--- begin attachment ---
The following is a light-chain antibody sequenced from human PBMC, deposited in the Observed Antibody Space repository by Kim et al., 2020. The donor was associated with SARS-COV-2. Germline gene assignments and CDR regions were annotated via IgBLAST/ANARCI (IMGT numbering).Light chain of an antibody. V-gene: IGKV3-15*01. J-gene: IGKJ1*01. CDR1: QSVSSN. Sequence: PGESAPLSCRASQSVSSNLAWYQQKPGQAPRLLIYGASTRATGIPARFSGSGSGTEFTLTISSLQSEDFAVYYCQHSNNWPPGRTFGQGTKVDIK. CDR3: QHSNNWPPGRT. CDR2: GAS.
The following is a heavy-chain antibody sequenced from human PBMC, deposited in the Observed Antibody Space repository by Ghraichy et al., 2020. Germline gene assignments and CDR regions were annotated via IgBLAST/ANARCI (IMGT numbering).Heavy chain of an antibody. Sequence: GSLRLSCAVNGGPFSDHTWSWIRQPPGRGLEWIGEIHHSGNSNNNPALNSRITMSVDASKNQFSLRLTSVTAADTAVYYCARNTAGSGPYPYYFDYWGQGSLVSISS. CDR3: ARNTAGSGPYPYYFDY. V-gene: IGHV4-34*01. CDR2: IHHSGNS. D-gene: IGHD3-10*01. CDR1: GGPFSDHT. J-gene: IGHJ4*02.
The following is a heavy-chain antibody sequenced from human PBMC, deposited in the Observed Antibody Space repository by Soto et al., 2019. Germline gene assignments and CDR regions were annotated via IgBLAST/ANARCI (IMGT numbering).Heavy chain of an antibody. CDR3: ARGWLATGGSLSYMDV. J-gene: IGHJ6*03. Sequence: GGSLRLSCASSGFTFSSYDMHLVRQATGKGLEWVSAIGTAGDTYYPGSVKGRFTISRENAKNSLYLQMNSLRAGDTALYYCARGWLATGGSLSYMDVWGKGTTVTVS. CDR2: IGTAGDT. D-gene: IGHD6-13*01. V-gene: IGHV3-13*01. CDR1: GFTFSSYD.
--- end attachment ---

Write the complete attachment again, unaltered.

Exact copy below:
The following is a light-chain antibody sequenced from human PBMC, deposited in the Observed Antibody Space repository by Kim et al., 2020. The donor was associated with SARS-COV-2. Germline gene assignments and CDR regions were annotated via IgBLAST/ANARCI (IMGT numbering).Light chain of an antibody. V-gene: IGKV3-15*01. J-gene: IGKJ1*01. CDR1: QSVSSN. Sequence: PGESAPLSCRASQSVSSNLAWYQQKPGQAPRLLIYGASTRATGIPARFSGSGSGTEFTLTISSLQSEDFAVYYCQHSNNWPPGRTFGQGTKVDIK. CDR3: QHSNNWPPGRT. CDR2: GAS.
The following is a heavy-chain antibody sequenced from human PBMC, deposited in the Observed Antibody Space repository by Ghraichy et al., 2020. Germline gene assignments and CDR regions were annotated via IgBLAST/ANARCI (IMGT numbering).Heavy chain of an antibody. Sequence: GSLRLSCAVNGGPFSDHTWSWIRQPPGRGLEWIGEIHHSGNSNNNPALNSRITMSVDASKNQFSLRLTSVTAADTAVYYCARNTAGSGPYPYYFDYWGQGSLVSISS. CDR3: ARNTAGSGPYPYYFDY. V-gene: IGHV4-34*01. CDR2: IHHSGNS. D-gene: IGHD3-10*01. CDR1: GGPFSDHT. J-gene: IGHJ4*02.
The following is a heavy-chain antibody sequenced from human PBMC, deposited in the Observed Antibody Space repository by Soto et al., 2019. Germline gene assignments and CDR regions were annotated via IgBLAST/ANARCI (IMGT numbering).Heavy chain of an antibody. CDR3: ARGWLATGGSLSYMDV. J-gene: IGHJ6*03. Sequence: GGSLRLSCASSGFTFSSYDMHLVRQATGKGLEWVSAIGTAGDTYYPGSVKGRFTISRENAKNSLYLQMNSLRAGDTALYYCARGWLATGGSLSYMDVWGKGTTVTVS. CDR2: IGTAGDT. D-gene: IGHD6-13*01. V-gene: IGHV3-13*01. CDR1: GFTFSSYD.